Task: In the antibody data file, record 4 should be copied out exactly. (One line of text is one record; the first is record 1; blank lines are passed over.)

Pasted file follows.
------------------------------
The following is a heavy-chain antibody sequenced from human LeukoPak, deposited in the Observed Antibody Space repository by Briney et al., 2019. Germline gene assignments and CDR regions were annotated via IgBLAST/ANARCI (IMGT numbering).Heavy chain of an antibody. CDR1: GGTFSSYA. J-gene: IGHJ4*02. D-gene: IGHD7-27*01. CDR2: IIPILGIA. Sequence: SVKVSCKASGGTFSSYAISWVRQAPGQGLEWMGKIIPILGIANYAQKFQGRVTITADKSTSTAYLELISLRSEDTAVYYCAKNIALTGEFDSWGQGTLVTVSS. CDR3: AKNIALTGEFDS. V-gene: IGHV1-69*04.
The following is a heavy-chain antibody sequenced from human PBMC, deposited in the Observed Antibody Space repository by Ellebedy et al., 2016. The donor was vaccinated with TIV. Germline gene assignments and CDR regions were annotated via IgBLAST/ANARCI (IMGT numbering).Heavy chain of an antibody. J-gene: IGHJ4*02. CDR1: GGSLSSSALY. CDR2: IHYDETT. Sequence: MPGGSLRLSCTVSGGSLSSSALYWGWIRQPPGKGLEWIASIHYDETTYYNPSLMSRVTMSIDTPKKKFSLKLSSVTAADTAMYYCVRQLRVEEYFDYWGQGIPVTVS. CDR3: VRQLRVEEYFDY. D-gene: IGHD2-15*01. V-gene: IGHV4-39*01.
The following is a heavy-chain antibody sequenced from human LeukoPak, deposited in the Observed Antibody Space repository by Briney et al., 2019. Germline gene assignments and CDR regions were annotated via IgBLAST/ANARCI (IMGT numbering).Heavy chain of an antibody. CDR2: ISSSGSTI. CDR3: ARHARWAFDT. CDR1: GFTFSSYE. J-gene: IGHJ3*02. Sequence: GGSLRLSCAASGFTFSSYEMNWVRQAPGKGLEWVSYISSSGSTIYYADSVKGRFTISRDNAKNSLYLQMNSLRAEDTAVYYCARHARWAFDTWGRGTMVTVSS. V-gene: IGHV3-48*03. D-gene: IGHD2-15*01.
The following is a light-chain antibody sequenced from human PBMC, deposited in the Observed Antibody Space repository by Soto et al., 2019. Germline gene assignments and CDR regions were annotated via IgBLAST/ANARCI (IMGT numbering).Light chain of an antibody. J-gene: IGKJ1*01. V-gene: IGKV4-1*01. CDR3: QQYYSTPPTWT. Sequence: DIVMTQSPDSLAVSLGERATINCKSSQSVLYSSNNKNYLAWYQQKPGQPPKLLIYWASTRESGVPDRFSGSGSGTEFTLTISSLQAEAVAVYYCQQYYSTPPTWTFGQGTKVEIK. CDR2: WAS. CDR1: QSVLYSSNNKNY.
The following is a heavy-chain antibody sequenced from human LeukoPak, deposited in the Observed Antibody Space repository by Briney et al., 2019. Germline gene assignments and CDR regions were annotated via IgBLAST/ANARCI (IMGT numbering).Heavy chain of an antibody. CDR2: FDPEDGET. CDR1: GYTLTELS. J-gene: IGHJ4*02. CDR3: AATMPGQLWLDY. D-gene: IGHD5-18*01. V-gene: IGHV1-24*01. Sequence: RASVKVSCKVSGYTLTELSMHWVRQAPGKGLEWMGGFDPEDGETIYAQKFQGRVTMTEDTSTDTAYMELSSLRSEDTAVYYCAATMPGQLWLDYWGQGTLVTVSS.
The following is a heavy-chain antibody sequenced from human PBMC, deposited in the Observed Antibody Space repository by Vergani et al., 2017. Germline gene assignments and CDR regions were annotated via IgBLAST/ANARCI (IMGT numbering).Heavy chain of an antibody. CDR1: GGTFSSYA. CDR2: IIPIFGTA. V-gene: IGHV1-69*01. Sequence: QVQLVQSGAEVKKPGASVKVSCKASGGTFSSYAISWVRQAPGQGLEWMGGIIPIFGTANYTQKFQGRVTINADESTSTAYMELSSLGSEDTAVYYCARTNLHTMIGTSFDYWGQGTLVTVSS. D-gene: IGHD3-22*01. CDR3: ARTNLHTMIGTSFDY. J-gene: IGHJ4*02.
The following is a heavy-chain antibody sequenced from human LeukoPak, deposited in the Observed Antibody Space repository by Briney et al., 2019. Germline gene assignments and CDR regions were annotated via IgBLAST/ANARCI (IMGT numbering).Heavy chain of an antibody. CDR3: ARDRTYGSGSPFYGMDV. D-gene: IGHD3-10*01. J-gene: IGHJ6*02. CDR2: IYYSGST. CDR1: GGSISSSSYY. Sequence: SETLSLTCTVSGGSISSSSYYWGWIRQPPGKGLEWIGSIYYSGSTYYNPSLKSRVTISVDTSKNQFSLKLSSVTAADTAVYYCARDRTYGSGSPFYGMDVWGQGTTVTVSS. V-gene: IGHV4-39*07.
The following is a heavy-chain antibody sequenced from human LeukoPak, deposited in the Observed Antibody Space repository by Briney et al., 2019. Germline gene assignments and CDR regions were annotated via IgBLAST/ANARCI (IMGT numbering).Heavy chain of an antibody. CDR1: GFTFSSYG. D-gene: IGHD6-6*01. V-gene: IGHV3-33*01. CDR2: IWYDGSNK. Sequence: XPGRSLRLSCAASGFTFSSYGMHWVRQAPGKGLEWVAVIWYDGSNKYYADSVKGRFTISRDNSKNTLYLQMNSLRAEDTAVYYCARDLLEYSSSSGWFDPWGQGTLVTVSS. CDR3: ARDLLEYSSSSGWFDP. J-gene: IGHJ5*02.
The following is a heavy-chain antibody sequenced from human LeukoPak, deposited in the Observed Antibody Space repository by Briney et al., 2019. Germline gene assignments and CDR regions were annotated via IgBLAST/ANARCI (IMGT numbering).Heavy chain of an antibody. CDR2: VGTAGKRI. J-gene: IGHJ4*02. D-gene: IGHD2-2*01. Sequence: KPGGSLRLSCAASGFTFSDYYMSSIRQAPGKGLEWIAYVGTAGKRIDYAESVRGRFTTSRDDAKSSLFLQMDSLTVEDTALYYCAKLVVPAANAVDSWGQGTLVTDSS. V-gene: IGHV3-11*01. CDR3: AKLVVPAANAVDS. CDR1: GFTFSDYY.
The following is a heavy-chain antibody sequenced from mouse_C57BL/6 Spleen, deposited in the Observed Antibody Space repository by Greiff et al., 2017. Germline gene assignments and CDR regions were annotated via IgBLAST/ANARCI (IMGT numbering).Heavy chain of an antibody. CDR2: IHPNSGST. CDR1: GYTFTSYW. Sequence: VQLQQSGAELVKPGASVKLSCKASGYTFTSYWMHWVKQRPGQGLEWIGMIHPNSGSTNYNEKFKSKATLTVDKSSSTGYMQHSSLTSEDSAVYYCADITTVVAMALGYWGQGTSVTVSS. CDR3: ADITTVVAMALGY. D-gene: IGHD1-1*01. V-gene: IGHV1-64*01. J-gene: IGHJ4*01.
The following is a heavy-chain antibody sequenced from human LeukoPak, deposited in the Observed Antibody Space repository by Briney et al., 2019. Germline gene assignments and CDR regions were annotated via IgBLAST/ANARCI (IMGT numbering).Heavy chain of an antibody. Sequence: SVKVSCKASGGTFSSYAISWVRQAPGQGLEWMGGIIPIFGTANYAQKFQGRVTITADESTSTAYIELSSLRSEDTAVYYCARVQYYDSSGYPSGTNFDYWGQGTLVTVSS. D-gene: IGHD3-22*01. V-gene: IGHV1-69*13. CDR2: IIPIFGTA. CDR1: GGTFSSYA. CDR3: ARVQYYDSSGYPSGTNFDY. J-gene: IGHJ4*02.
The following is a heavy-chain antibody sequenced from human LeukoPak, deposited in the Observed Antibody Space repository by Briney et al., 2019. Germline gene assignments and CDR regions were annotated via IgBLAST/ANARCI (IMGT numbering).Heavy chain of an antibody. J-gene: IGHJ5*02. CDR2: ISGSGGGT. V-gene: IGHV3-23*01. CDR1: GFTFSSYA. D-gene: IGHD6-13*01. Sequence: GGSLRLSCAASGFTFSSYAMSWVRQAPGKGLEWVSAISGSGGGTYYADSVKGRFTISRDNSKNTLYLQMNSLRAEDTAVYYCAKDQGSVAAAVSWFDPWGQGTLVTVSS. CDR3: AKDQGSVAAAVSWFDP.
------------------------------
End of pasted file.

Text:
The following is a light-chain antibody sequenced from human PBMC, deposited in the Observed Antibody Space repository by Soto et al., 2019. Germline gene assignments and CDR regions were annotated via IgBLAST/ANARCI (IMGT numbering).Light chain of an antibody. J-gene: IGKJ1*01. V-gene: IGKV4-1*01. CDR3: QQYYSTPPTWT. Sequence: DIVMTQSPDSLAVSLGERATINCKSSQSVLYSSNNKNYLAWYQQKPGQPPKLLIYWASTRESGVPDRFSGSGSGTEFTLTISSLQAEAVAVYYCQQYYSTPPTWTFGQGTKVEIK. CDR2: WAS. CDR1: QSVLYSSNNKNY.